22

This is for research purposes on http://cssfingerprint.com

Consider the following code:

<style>
  div.csshistory a { display: none; color: #00ff00;}
  div.csshistory a:visited { display: inline; color: #ff0000;}
</style>

<div id="batch" class="csshistory">
  <a id="1" href="http://foo.com">anything you want here</a>
  <a id="2" href="http://bar.com">anything you want here</a>
  [etc * ~2000]
</div>

My goal is to detect whether foo has been rendered using the :visited styling.

  1. I want to detect whether foo.com is visited without directly looking at $('1').getComputedStyle (or in Internet Explorer, currentStyle), or any other direct method on that element.

    The purpose of this is to get around a potential browser restriction that would prevent direct inspection of the style of visited links.

    For instance, maybe you can put a sub-element in the <a> tag, or check the styling of the text directly; etc. Any method that does not directly or indierctly rely on $('1').anything is acceptable. Doing something clever with the child or parent is probably necessary.

    Note that for the purposes of this point only, the scenario is that the browser will lie to JavaScript about all properties of the <a> element (but not others), and that it will only render color: in :visited. Therefore, methods that rely on e.g. text size or background-image will not meet this requirement.

  2. I want to improve the speed of my current scraping methods.

    The majority of time (at least with the jQuery method in Firefox) is spent on document.body.appendChild(batch), so finding a way to improve that call would probably most effective.

    See http://cssfingerprint.com/about and http://cssfingerprint.com/results for current speed test results.

The methods I am currently using can be seen at http://github.com/saizai/cssfingerprint/blob/master/public/javascripts/history_scrape.js

To summarize for tl;dr, they are:

  1. set color or display on :visited per above, and check each one directly w/ getComputedStyle
  2. put the ID of the link (plus a space) inside the <a> tag, and using jQuery's :visible selector, extract only the visible text (= the visited link IDs)

FWIW, I'm a white hat, and I'm doing this in consultation with the EFF and some other fairly well known security researchers.

If you contribute a new method or speedup, you'll get thanked at http://cssfingerprint.com/about (if you want to be :-P), and potentially in a future published paper.

ETA: The bounty will be rewarded only for suggestions that

  • can, on Firefox, avoid the hypothetical restriction described in point 1 above, or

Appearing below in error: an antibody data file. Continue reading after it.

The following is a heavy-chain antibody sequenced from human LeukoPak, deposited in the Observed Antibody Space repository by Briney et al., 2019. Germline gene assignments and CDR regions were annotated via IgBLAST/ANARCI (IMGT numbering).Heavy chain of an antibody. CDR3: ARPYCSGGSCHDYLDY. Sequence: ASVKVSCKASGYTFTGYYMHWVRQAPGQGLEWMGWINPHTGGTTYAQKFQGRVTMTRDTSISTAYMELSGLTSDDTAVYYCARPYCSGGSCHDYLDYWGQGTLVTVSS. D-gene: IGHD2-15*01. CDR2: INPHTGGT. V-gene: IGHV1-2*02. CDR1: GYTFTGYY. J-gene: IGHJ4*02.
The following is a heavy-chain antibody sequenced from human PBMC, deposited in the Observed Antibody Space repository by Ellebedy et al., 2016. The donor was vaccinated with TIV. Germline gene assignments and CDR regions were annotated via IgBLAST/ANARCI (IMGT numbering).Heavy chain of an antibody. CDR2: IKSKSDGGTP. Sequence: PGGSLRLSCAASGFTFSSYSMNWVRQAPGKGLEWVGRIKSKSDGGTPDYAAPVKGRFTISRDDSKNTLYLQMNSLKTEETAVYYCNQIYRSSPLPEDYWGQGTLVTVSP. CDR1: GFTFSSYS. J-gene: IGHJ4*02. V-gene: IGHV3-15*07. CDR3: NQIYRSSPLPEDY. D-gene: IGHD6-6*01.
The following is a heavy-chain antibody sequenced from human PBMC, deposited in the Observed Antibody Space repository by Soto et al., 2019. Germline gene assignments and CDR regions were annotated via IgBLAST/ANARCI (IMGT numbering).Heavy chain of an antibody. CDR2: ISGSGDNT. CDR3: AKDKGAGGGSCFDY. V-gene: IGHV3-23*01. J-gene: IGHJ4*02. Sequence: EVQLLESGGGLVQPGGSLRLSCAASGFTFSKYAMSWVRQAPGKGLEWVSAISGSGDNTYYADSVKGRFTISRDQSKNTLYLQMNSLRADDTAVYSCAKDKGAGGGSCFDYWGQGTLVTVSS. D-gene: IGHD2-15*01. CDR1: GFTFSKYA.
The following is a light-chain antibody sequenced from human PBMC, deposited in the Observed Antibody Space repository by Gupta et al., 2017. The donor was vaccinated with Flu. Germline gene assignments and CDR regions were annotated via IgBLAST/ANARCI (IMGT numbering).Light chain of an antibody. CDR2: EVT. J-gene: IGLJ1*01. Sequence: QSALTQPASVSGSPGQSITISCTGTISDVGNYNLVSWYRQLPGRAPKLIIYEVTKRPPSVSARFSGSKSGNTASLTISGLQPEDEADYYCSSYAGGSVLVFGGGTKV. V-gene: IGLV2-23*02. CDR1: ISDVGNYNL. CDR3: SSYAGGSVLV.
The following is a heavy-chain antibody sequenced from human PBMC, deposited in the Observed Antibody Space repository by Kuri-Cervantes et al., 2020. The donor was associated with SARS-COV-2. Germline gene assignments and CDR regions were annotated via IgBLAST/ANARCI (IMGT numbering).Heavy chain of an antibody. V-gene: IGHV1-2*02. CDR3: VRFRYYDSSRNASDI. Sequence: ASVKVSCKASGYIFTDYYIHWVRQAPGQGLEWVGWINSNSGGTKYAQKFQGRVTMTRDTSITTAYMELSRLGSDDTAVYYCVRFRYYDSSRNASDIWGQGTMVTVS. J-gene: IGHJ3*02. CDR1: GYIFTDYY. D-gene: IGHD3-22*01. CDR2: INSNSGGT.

• perform at least 10% faster, on any browser for which I have sufficient current data, than my best performing methods listed in the graph at http://cssfingerprint.com/about

In case more than one suggestion fits either criterion, the one that does best wins.

ETA 2: I've added width-based variants of two previous-best test methods (reuse_noinsert, best on Firefox/Mozilla, and mass_insert, its very close competitor). Please visit http://cssfingerprint.com several times from different browsers; I'll automatically get the speed test results, so we'll find out if it's better than the previous methods, and if so by how much. Thanks!

ETA 3: Current tests indicate a speed savings using offsetWidth (rather than getCalculatedStyle/currentStyle) of ~2ms (1.8%) in Chrome and ~24ms (4.3%) in Firefox, which isn't the 10% I wanted for a solid bounty win. Got an idea how to eke out the rest of that 10%?

7
  • 2
    Checked out the site. That's extremely cool and kind of scary. Wow. – Cam Mar 7 '10 at 2:16
  • @incrediman: Thanks. "Extremely cool and kind of scary" is my favorite kind of hack. :-) – Sai Mar 7 '10 at 2:59
  • Have you seen this: ha.ckers.org/weird/CSS-history.cgi ? I just found it, and it seems interesting because it doesn't rely on javascript. – Cam Mar 7 '10 at 3:25
  • That's actually linked to in my <noscript> segment. :-P Unfortunately, it would probably be orders of magnitude slower than my current implementation (whose max local speed is ~3.4 million URLs per minute), because it requires the browser to make an independent call for every hit. OTOH, I haven't actually tested it (yet?)... – Sai Mar 7 '10 at 4:11
  • @incrediman: I've added a bunch of links to cssfingerprint.com/about so that it'll be clearer. – Sai Mar 7 '10 at 4:54
3

[new update]

If you wanted the results just for visual presentation then the fastest method would be to use CSS counter..

CSS:

body{
    counter-reset: visited_counter;
}

a:visited{
    counter-increment: visited_counter;
}

#results:before{
    content:counter(visited_counter);
}

This would add the number of visited links before the element with id 'results'.

Unfortunately there is no way to access it from JavaScript, you can only display it..


[initial answer]

You are aware that jQuery supports the :visited selector directly right?

Like $('a:visited')

[update]

As an alternative, you could apply a CSS property that does not rely to the getComputedStyle to retrieve..

Like a:visited{height:1px;display:block;} and then check for offsetHeight.

13
  • 1
    -1 because I'm pretty sure it doesn't. api.jquery.com/category/selectors – Andy E Mar 7 '10 at 2:34
  • This would not meet the "don't inspect the direct element" point. Do you think it would be faster? jQuery's :visible already is based on offsetHeight. – Sai Mar 7 '10 at 3:00
  • @Gaby: Works in Chrome, does nothing in Fx & IE8 and puts borders around both links in compatibility mode. I wasn't surprised :-) – Andy E Mar 7 '10 at 12:36
  • @Andy, only IE fails in my system... FF, Chrome, Opera & Safari all add a red border around the stackoverflow link (provided that you visit the stackoverflow.com homepage from each browser..) – Gabriele Petrioli Mar 7 '10 at 13:23
  • 1
    @Sai, yes.. it is very weird indeed. I haven't managed to get access to it with any way ... not js, not any kind of debuggers... the w3 specification mentions Generated content does not alter the document tree. In particular, it is not fed back to the document language processor (e.g., for reparsing). – Gabriele Petrioli Mar 9 '10 at 20:31
1